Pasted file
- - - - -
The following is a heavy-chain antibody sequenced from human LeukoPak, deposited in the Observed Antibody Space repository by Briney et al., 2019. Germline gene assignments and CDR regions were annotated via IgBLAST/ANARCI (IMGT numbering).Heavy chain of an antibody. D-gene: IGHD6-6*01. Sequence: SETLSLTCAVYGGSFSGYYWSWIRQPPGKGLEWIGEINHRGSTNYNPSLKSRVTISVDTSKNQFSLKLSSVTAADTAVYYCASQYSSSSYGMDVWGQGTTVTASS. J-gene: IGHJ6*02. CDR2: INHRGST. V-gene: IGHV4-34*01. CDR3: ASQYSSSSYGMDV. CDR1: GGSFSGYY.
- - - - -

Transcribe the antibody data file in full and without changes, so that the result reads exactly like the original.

The following is a heavy-chain antibody sequenced from human LeukoPak, deposited in the Observed Antibody Space repository by Briney et al., 2019. Germline gene assignments and CDR regions were annotated via IgBLAST/ANARCI (IMGT numbering).Heavy chain of an antibody. D-gene: IGHD6-6*01. Sequence: SETLSLTCAVYGGSFSGYYWSWIRQPPGKGLEWIGEINHRGSTNYNPSLKSRVTISVDTSKNQFSLKLSSVTAADTAVYYCASQYSSSSYGMDVWGQGTTVTASS. J-gene: IGHJ6*02. CDR2: INHRGST. V-gene: IGHV4-34*01. CDR3: ASQYSSSSYGMDV. CDR1: GGSFSGYY.